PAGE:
The Official Site for David Freeman Coleman
Did He Ever Talk About . . . ?
Tuesday, March 01, 2011
I have written about lots of things over the last 5 years (Anniversary of TAOF was in January!), but I rarely credit the reason I'm able to live with the perspective I have. The truth is that I am an example of education applied - not only my education, but those before me. Thank God for our forefathers and mothers who paved the way for us to pontificate and theorize at length about life and the world in an environment where we can share with others, debate, and not be harmed for our opinions or faiths. Generally, I can be grateful to countless millions who made this possible. Specifically, I can thank my parents.
Black History month is officially over, but as I wrote in an earlier post, it kind of never stops. That picture that you see above is for an exhibit at the Pink Palace Museum in Memphis, Tennessee honoring African-Americans of history, and that woman in the judge robe is none other than my mother - Veronica Coleman-Davis. Yup . . . my mom - black history.
My mother has led an exceptional life - the daughter of an insurance pioneer who spent her childhood having access to opportunities most minorities could not - traveling Europe, living in Ghana, and attending boarding school. She attended Howard University in the 1960's where she met my father, and after settling down in Memphis as he prepared to begin dental practice, she realized she was living in a part of the world she hadn't seen - the Deep South - where institutionalized racism and discrimination were impossible to ignore.
Upon learning that there were no African American public defenders in Memphis (and few women), my mother - with two children, a 3-year and a 1-year old (Funkyman!) - decided to attend law school. The rest is history:
1975 - First full-time African-American woman Public Defender in Memphis
1977 - Founder of first all-female law firm in Tennessee
1980 - First African-American woman assistant DA in Tennessee
1985 - Counsel to the President of Memphis State University
1988 - Senior Attorney for Federal Express Corporation
1990 - First African-American woman Juvenile Court judge in Tennessee
1993 - First African-American US Attorney for Tennessee, (Janet Reno Attorney General, Clinton administration)
2001 - Founder and CEO of The NILE (National Institute for Law and Equity)
As you can imagine, my mother is a hard-worker. She would have to be in the field she not only survived but in many ways, conquered. When I was a kid, I would visit my mother at the court house when she worked in the District Attorney's office as a prosecutor. The bailiffs and cops called her "The Terminator". When she served as a Juvenile Court referee, you would not want to be a deadbeat dad and walk into her court over unpaid child support. You just might find yourself in jail.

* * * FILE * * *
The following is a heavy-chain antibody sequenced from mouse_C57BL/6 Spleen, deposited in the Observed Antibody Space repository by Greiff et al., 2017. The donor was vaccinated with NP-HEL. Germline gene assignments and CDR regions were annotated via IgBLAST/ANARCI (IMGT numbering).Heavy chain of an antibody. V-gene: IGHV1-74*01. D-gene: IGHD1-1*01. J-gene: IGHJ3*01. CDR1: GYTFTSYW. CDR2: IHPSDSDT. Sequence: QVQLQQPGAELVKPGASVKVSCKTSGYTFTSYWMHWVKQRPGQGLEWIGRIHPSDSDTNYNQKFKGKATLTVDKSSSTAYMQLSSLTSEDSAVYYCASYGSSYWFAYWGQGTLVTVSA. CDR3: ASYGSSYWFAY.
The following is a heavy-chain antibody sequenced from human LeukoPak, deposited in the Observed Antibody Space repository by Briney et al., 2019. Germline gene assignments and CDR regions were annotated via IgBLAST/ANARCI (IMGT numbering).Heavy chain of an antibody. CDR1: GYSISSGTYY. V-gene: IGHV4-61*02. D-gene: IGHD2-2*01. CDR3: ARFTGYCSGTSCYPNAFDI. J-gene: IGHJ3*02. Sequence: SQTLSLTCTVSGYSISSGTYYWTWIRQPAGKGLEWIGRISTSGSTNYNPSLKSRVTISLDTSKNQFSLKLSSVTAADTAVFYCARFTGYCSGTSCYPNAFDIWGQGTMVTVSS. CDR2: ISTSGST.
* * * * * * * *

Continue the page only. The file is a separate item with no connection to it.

Did I mention my mother is a 2nd degree black belt in karate?
You might think growing up with a tough mom was different. It wasn't - it was BIZARRE! I used to like to tease my mom and say, "Dag mom, leave something for someone else to achieve" - or even worse - "Mom, could you please get back in the kitchen and do some dishes or something. I'm tired of all of this equality!" Then she would just drop me to the floor with a swipe-kick and remind me who was in charge. "Yes mom, I'll do the dishes. Dag!"
But seriously, what big shoes to fill. My mother exudes excellence. My mother commands something that every man wishes he could - respect. I could never imagine someone disrespecting my mother, and even if someone did, I couldn't imagine them living to tell about it.
She has and continues to be an example for young people everywhere that doors can be opened, and sometimes even knocked down - education is power. Being the first of anything is significant, but it's even more important that there be countless to follow.
Yes, my mother has been the first of many things for many people. For me, she's my only.
So proud of you, mommy.
P.S. - The Pink Palace Museum exhibit featuring my mother can be seen in part by clicking here. Look in the upper right hand corner for a picture of a newspaper clip - you'll see a young Funkyman standing behind his mom!